Thomas Phinney is CEO of FontLab. Previously he worked at Extensis (web fonts and font management tools) and Adobe (as product manager for global fonts and typography).
Thomas is also a type designer, teacher, writer, and consultant on fonts and typography. He has been consulted by Apple, Adobe, Microsoft, Oxford University Press, a “big three” US auto maker, the US Treasury Department, and PBS “History Detectives,” among others. He teaches type design with Crafting Type and has been a repeat guest lecturer for MA Typeface Design at the University of Reading. Since 2004 he has been a board member of ATypI, the international typography association. His typeface Hypatia Sans is an Adobe Original with over 3000 glyphs per font.
Moments ago, at the ATypI conference in Warsaw, representatives from Google, Microsoft, Apple and Adobe unveiled version 1.8 of the OpenType specification, featuring a surprise in the form of variable fonts (a.k.a. OpenType Variations). This is an extension and updating of the 1990s GX Variations technology invented by Apple, and a functional superset of Adobe’s Multiple Master technology.
Links which should all be live shortly if they are not already:
The variable fonts enabled by this technology will offer more freedom to type designers and font users, and smaller file sizes for packaging font families. Type designers can enable one or more axes of variation, such as weight, width, or optical size. These can be done with true typographic finesse — we’re not talking artificial stretching and automatic algorithms.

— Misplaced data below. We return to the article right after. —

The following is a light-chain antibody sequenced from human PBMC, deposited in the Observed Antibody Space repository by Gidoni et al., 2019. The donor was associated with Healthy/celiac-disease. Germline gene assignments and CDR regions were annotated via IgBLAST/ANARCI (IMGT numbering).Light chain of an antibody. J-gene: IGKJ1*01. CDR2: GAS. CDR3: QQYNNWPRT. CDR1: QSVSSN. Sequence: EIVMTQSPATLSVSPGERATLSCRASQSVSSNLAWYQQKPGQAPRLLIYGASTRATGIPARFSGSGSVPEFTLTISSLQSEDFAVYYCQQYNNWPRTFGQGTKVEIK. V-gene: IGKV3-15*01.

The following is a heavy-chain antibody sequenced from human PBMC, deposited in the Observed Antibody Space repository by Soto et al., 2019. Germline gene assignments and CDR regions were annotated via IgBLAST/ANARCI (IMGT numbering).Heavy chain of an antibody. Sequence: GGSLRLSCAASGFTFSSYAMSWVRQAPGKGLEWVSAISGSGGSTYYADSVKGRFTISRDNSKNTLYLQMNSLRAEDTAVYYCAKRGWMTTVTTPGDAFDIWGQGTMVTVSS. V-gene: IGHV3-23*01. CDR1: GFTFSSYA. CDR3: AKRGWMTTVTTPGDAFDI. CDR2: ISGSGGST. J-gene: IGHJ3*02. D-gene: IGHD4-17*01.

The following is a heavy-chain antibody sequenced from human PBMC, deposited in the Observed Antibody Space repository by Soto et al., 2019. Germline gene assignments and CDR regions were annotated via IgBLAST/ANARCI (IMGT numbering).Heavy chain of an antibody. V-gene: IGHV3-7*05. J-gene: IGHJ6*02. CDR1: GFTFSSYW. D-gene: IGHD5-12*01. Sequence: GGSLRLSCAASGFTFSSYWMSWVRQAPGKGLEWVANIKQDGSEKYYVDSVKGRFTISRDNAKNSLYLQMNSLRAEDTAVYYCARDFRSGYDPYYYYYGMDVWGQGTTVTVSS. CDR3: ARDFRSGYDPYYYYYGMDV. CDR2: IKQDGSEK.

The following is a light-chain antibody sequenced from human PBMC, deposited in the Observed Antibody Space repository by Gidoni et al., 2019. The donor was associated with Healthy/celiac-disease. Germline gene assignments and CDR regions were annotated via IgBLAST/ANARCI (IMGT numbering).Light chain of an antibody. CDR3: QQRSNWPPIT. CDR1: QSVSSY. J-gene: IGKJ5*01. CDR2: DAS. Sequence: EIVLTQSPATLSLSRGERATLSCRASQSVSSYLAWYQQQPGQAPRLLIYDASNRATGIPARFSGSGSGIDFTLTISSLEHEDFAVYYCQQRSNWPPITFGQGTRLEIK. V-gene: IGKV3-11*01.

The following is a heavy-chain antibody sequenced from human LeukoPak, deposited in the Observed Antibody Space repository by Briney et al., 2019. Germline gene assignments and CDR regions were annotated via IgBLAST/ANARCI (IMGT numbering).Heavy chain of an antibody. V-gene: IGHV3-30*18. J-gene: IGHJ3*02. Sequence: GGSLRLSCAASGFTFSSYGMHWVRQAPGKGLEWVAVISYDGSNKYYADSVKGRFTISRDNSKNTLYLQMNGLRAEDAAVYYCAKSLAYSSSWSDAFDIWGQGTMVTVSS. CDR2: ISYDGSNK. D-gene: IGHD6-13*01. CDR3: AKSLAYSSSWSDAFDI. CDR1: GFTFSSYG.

FontLab has already recently begun work on integrating support for variable OpenType fonts in FontLab VI. Indeed, sharp‐eyed users of the most recent FontLab VI Public Preview builds may note that they already contain a “Variations” panel, which already features some of the key flexibilities allowed by variable fonts but not in, say, Multiple Master: masters at any point in the design space, and potentially many more design axes. FontLab VI will ship with some degree of OpenType Variations support, and we will continue work on OpenType Variations afterwards, both for FontLab VI and other products.
Variations panel prototype from FontLab VI (build 6101)
Long‐time type industry watchers might be aware that FontLab was the first font editor to offer designers a full visual environment for working with Adobe’s Multiple Master technology. I did my own Master’s thesis in this area, and FontLab’s Adam Twardoch has been suggesting for several years, to anyone who would listen, how it wouldn’t be hard to add GX Variations to OpenType.
So needless to say, the FontLab team is very excited to see the unveiling of this new technology, and is fully supportive of this announcement. I have already written an article for Communication Arts magazine about OpenType Variations and what it means for designers, and next week I will be talking about it at the WebVisions conference in Chicago. You can already see the seeds in our latest FontLab VI Public Preview, and there is more to come!